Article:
By Jim Heffernan
Marc C. Johnson is a local author who serves as President on Nehalem Bay Health District. He moved here after a career in journalism, teaching and government in Idaho and Arizona.
I do not often order a book before publication. But the subject and the author compelled me to take the risk. I am very glad I did. Marc Johnson is a very good writer and historian, and he did not disappoint me.
He traces the lives of Mike Mansfield (1903-2001) and Everett Dirksen (1896-1969) and paints a picture of America in their times. The bulk of the book is concerned with the years 1960 through 1969 when they were both leaders of the Senate. Mansfield was the Democratic majority leader and Dirksen was the Republican minority leader.
Both men began their legislative careers in the House of Representative, graduated to the Senate and became leaders of the Senate in 1960. Both of their careers were distinguished by fairness and dignity.
In the 50’s, Joe McCarthy and his crusade against communism was a dominant thread of political discussions. I find it curious that we have always managed to manufacture a “false threat” to confound ourselves.
By the 60’s, Mansfield and Dirksen, nominally opponents in the Senate, entered into a “golden age” of co-operation and bi-partisan ship. The list of bills that passed in their time was incredible. Nuclear Test Ban, Civil Rights, Voting Rights, Peace Corps, Gun Control, Head Start,,Job Corps, and Medicare are the high points.
It’s true that there was a substantial Democratic majority in the Senate, but it was nowhere near as strong a majority as the numbers suggested. Southern Democrats very often opposed legislation proposed by Northern Democrats. The only reason so much important legislation could be passed was because the leadership of Mansfield and Dirksen worked hard to balance the factions in the Senate. What’s most notable is that they achieved the needed balance without rancor and histrionics. Except for the dark shadow of South East Asia, I truly believe this was the Senate’s pinnacle of greatness.
Viet Nam was the tragedy of that time. Mansfield saw it as a bad idea from the start. Dirksen supported the war and saw it as a crusade against communism. The fact that these two giants of the Senate never reached a constructive solution to Viet Nam is perhaps their only failure of their era. Dirksen died in 1969 and never saw what a fiasco it was to become. Mansfield, speaking to a biographer in 2001, decades after his time in the Senate, said, with tears in his eyes, “It haunts me still. What a shame—55,000 dead, 305,000 wounded. Costs that we will paying well into the middle of the next century……..a tragic mistake.”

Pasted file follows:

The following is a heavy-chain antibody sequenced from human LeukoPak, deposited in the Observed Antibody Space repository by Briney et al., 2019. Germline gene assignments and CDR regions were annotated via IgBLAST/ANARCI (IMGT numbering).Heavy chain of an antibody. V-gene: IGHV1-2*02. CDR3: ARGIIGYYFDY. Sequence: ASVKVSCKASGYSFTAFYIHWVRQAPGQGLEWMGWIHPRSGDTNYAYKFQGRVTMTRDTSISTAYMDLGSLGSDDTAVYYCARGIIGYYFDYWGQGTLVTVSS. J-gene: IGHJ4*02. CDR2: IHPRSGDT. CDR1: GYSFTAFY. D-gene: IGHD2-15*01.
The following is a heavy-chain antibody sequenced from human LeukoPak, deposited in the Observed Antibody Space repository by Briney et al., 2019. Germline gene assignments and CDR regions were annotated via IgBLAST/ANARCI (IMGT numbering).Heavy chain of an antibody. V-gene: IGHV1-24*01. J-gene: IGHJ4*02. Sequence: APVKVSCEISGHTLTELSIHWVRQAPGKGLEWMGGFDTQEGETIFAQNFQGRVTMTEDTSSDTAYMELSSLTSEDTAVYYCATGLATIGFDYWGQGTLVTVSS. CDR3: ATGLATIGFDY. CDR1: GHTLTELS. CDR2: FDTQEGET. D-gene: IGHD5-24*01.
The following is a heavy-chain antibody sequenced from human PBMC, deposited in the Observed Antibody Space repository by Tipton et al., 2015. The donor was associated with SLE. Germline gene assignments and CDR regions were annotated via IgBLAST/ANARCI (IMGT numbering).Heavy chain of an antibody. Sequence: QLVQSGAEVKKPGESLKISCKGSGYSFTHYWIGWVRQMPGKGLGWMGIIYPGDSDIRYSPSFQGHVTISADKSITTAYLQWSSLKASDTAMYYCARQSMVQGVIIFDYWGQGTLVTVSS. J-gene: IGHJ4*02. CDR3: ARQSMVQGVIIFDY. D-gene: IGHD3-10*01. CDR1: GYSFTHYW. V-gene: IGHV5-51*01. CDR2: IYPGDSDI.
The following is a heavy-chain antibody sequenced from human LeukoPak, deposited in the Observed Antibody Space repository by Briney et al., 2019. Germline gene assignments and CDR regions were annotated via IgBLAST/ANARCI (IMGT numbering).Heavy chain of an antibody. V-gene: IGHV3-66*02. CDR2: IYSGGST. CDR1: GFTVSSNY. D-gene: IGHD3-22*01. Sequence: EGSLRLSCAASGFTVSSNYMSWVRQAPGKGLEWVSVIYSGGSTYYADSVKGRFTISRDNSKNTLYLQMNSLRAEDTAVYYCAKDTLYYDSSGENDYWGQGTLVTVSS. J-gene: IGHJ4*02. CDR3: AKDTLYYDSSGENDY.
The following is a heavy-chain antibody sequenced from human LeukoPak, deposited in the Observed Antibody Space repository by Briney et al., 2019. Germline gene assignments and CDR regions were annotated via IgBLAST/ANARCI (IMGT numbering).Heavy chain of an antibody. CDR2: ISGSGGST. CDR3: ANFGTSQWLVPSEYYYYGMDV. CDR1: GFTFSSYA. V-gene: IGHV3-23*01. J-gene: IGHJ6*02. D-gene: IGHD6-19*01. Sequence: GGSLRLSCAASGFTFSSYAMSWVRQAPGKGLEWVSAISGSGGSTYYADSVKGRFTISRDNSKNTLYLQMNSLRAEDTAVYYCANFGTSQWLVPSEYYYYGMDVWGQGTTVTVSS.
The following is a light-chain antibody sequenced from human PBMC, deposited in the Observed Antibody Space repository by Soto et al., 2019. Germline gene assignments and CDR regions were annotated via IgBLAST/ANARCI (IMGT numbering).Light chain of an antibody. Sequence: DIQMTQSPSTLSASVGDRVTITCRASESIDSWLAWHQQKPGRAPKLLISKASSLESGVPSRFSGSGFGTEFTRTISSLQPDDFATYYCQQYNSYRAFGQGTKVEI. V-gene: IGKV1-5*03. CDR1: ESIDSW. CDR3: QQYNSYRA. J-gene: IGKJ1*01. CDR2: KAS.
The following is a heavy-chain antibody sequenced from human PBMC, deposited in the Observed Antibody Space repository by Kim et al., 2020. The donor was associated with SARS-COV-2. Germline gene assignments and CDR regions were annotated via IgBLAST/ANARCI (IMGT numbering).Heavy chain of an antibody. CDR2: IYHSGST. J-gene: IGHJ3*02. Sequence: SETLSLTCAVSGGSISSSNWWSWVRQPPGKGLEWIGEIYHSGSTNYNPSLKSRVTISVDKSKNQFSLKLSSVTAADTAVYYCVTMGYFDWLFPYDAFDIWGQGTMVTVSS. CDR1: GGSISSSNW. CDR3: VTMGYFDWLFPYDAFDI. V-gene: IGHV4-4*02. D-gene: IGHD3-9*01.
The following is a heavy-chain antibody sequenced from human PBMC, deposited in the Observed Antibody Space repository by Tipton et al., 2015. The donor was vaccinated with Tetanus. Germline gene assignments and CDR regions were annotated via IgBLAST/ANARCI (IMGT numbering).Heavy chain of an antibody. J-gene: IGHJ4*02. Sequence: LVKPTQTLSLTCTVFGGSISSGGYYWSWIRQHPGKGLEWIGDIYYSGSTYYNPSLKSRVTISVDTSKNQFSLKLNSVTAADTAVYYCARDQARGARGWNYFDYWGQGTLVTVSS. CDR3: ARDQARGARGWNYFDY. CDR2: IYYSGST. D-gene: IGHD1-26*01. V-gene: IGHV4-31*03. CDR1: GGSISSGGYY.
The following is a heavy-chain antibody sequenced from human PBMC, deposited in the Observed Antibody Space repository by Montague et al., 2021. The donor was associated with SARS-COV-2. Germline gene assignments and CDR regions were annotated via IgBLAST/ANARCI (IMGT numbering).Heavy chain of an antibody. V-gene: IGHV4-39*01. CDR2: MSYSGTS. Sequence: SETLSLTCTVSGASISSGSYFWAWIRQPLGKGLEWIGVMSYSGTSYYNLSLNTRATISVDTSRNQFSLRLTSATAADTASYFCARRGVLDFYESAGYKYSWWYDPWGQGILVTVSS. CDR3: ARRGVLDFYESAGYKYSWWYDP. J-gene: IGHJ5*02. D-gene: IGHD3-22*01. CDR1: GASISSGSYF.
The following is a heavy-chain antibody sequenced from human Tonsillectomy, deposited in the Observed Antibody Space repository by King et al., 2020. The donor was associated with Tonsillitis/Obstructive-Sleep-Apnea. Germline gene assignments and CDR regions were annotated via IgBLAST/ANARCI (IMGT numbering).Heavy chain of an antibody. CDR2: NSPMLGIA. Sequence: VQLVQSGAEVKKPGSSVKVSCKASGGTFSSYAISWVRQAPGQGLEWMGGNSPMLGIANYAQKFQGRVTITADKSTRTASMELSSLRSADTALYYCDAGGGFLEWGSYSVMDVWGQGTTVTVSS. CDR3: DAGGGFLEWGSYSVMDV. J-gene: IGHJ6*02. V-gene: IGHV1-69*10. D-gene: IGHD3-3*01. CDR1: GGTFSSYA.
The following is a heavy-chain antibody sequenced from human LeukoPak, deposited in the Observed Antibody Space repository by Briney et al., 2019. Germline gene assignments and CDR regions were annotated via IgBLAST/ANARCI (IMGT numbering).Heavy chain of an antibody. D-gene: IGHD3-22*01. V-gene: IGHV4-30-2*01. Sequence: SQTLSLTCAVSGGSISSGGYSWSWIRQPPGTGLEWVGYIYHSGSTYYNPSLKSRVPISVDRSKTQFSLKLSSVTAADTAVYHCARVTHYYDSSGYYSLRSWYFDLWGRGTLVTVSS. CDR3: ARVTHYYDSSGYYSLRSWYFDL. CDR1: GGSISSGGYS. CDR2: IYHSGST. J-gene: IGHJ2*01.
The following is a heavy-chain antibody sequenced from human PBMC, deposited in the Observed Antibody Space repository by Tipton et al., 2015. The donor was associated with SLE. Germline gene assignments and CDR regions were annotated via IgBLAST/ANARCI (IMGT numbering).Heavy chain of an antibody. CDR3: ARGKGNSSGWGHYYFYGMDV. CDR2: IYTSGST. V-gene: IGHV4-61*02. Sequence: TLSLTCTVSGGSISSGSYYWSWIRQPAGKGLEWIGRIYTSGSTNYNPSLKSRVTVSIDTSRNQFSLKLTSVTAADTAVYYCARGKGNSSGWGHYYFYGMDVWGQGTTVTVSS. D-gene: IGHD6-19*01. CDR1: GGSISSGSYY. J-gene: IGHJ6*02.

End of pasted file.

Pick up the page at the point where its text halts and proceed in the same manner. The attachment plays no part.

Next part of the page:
Viet Nam may have been the major event to destroy our trust in government, but there were others. Television made its way into the Senate and transformed it from an institution for statesmen to a stage for performers. Nixon was forced to resign and I believe the press developed a taste for blood. Lewis Powell’s 1971 “memo” provided a blueprint for “winning” that left many of us behind and disillusioned.
Some may find the details of legislative action tedious, but the stories of bi-partisan cooperation and respect are inspiring. How wonderful it would be to erase the divides of today’s politics and return to a spirit of true greatness.
I think the author best summarizes the point of the book with this excerpt for the last paragraph of the book, “At a time of great cynicism and worrisome concern about the direction of American politics, when significant numbers of Americans increasingly identify with authoritarian and antidemocratic leaders and methods, when national consensus about nearly everything seems beyond reach, and when the US Senate is often the most striking symbol of the nation’s starkly partisan divides, the Senate of Mansfield and Dirksen reminds us of what political leadership can and should look like.”
285 Pages (49 pages notes and acknowledgments) Published August 1, 2023
Available at Cloud and Leaf Bookstore, Manzanita, other booksellers, coming soon to Tillamook Public Library (I hope.)
As always, discussion is welcome at email@example.com.
Manzanita Writers’ Series Presents:
Marc C. Johnson, reading from his new book Mansfield and Dirksen: Bipartisan Giants of the Senate
August 30th, 4:00-5:30 pm
Free Admission | Register below to reserve your spot
Cloud and Leaf will provide books for purchase at this event
About the book:
A study of politics but also an analysis of different approaches to leadership, this is a portrait of a U.S. Senate that no longer exists—one in which two leaders, while exercising partisan political responsibilities, could still come together to pass groundbreaking legislation—and a reminder of what is possible.
About the Author
Marc C. Johnson is the author of books on US Senate history, a frequent commentator on American politics and political history, and a fellow at the Mansfield Center at the University of Montana.
His work has appeared in the New York Times, the Washington Post, The Bulwark, California Journal of Politics and Policy, Montana The Magazine of Western History, and the Indiana Magazine of History. He is a columnist for the Lewiston (ID) Tribune and writes regularly on the blog Many Things Considered.
His previous books for the University of Oklahoma Press are Tuesday Night Massacre: Four Senate Elections and the Radicalization of the Republican Party (2021), a study of how independent expenditure campaigns upended American politics after 1980 and Political Hell-Raiser (2019), a biography of Montana New Deal-era Senator Burton K. Wheeler, a Spur Award finalist by the Western Writers of America.
Johnson served as press secretary and chief of staff to Idaho’s longest-serving governor, Cecil D. Andrus, and is a graduate of South Dakota State University.